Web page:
2nd Opinion: Nightmare in Silver
John Hussey and Adam James Cuthbert each give their own verdict on Neil Gaiman’s latest episode.
Neil Gaiman returned to pen another story for Doctor Who and had to face the trial of bringing back the deadly Cybermen in a brand new way. The question is; did he deliver?
Let’s start off with Clara. Unlike last week, ‘Nightmare in Silver’ gave Coleman tons of stuff for her character to play with and even allowed her to take charge of the situation. She knew what she had to do; lead the punished soldiers into battle and prevent them from carrying out the final sanction of blowing up the planet. Also the interesting part was when she declared she didn’t fully believe that the Doctor could save Angie and Artie and yet still followed his instructions because she had to. That to me showed her trust in the mysterious wondering Time Lord. We also see that she stayed strong even though Angie and Artie, the children who were only there because of her and the children she swore to look after, were captured by the Cybermen. She could’ve kicked and screamed, blamed the Doctor for his mistakes but she didn’t which to me made her a better character. By doing as she was told and believing in the Time Lord, she managed to help save the day without getting emotionally frustrated or worried. Also she once again came across the secrets of her identity, only this time it wasn’t erased afterwards. Although we are no closer to seeing who or what she is, it was interesting seeing Clara herself being confronted by the mystery as the Cyber-Planner played with the information held within the Doctor’s mind.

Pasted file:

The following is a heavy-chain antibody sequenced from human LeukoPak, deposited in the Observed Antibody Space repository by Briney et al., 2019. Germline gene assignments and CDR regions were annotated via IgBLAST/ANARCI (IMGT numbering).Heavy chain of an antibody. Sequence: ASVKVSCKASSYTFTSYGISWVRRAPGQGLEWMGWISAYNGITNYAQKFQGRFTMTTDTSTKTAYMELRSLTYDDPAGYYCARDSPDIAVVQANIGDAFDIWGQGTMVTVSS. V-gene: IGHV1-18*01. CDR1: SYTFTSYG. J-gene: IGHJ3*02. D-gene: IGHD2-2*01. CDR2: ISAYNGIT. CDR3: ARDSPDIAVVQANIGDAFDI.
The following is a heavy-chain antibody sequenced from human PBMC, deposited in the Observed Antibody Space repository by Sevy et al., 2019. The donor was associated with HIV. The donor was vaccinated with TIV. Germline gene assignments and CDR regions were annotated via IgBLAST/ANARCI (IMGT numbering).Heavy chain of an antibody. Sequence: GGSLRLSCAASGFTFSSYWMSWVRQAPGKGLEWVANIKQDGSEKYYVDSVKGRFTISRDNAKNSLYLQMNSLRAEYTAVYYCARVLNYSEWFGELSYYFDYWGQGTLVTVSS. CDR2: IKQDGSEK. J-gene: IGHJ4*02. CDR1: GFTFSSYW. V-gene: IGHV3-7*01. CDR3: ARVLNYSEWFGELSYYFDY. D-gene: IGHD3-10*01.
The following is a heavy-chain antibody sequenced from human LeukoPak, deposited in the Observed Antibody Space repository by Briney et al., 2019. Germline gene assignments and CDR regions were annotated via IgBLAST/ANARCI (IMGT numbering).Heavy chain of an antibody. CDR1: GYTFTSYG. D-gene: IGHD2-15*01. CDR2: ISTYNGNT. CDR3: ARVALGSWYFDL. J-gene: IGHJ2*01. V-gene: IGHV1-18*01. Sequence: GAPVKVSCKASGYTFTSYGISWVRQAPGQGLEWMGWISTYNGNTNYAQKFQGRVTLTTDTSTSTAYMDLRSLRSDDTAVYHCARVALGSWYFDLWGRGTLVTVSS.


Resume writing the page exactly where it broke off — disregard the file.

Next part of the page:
The Doctor was faced with a deadly scenario this week and had to essentially battle against his own mind. It really gave Matt Smith plenty of time to shine as he not only played himself, but also the Cyber-Planner. With the next story being all about the revealing of the Doctor’s secrets and name, it was good to see the penultimate episode use that to its advantage and tease. The entire story was about the Cyber-Planner trying to control the Doctor’s brain and the information inside. The Doctor, for obvious reasons, prevented this. Not only to stop the Cybermen from gaining incredible power, but to also keep his secrets a secret. It was an interesting battle to see because it meant the Doctor was on the sidelines while his companion fought the battles elsewhere but at the same time the Doctor was fighting his own main battle. By constantly switching in-between character, it left you truly thinking and questioning over who was in control. Also when the Cyber-Planner was in control, we saw the Doctor’s mind used against him, almost like with the Dream Lord in ‘Amy’s Choice’, and to me this was the most intriguing part of the story; the game of chest between the two brains.
If Gaiman’s good at one thing, it’s certainly creating a new wacky and creepy world. Hedgewick’s World of Wonders was the perfect setting for the story and really gave the story more danger due to converting what was supposed to be a family friendly environment into a battlefield of horror and terror. The characters created within the story were good and allowed the story to flow nicely. Porridge was certainly the best out of the guest characters, played perfectly by Warwick Davis. He certainly had the most depth, along with the surprise revealing that he was in fact the Emperor.